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I have the following object where in my constructor I add a new Guid as the Id.

public class MyObject
{
  public MyObject()
  {
    Id = Guid.NewGuid().ToString();
  }

  public String Id { get; set; }
  public String Test { get; set; }

}

I want to do something like that in an object initializer :

var obj = new MyObject
{
  Test = Id; // Get new GUID created in constructor
}

Is it possible?

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2 Answers 2

up vote 5 down vote accepted

No, you can't do that. You'd have to just set it in a separate statement:

var obj = new MyObject();
obj.Test = obj.Id;

The right-hand side of the property in an object initializer is just a normal expression, with no inherent connection to the object being initialized.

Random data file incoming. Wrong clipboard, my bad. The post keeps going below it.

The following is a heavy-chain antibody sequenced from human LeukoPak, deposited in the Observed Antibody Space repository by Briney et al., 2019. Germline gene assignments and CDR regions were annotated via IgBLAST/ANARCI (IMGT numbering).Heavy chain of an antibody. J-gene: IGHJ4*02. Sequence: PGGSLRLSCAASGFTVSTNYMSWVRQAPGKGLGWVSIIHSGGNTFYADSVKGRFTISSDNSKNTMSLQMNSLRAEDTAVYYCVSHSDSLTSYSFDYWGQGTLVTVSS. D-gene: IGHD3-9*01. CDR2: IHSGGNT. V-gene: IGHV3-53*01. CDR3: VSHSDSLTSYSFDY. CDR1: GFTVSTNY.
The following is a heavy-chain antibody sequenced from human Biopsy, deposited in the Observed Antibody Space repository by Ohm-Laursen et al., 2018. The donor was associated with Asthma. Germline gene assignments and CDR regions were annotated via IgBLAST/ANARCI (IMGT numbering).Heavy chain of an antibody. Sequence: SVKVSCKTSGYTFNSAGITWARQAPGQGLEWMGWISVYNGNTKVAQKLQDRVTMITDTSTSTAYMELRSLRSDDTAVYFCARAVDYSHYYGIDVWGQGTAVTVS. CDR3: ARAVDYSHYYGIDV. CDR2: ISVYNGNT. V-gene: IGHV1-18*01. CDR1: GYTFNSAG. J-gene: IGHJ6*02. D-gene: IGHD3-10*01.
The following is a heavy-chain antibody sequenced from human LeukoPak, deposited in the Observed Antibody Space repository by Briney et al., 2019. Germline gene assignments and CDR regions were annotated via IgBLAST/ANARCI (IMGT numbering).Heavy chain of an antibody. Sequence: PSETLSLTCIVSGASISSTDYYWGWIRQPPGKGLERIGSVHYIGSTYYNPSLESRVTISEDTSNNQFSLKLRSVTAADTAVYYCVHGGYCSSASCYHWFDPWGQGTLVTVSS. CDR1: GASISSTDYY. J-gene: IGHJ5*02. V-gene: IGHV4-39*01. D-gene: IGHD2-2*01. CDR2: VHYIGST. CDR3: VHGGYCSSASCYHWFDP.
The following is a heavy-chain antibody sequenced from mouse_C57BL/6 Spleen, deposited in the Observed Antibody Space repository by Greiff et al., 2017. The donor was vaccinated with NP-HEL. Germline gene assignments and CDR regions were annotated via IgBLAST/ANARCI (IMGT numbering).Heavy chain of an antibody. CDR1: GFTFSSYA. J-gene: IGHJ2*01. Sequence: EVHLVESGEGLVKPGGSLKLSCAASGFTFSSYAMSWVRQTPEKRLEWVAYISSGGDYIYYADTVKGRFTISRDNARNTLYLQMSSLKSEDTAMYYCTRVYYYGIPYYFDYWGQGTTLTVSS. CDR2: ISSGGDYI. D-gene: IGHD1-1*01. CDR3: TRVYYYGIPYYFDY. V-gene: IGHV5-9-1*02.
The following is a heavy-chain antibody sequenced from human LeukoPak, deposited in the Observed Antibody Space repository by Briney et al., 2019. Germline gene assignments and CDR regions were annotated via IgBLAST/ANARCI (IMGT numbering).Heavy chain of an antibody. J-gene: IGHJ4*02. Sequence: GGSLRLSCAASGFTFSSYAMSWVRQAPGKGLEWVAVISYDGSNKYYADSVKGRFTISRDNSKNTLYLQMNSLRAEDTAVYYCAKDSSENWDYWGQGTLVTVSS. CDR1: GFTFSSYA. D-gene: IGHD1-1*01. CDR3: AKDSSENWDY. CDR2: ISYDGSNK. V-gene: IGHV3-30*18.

If this is something you regularly want to do with one specific type, you could add a method:

public MyObject CopyIdToTest()
{
    Test = Id;
    return this;
}

and then use:

MyObject obj = new MyObject().CopyIdToTest();

or with other properties:

MyObject obj = new MyObject 
{
    // Set other properties here
}.CopyIdToTest();
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No -- you can't access an object's properties inside an initializer. The initializer is basically some syntactic sugar for programmers.

Consider situations like:

class Program
{
    static void Main()
    {
     var Id = "hello";
    var obj = new MyObject
        {
            Test = Id // Get new GUID created in constructor
        };
    }
}

The Id you'd assign (if your idea was valid, which again, it isn't) isn't necessarily the Id you'd be getting.

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1  
Note that the constructor has completed before the "property setting" part of the initializer executes. –  Jon Skeet Mar 5 '13 at 17:06
    
Yes -- I was conflating the initialization with construction. I'll edit for clarity, thanks. –  Reacher Gilt Mar 5 '13 at 17:37

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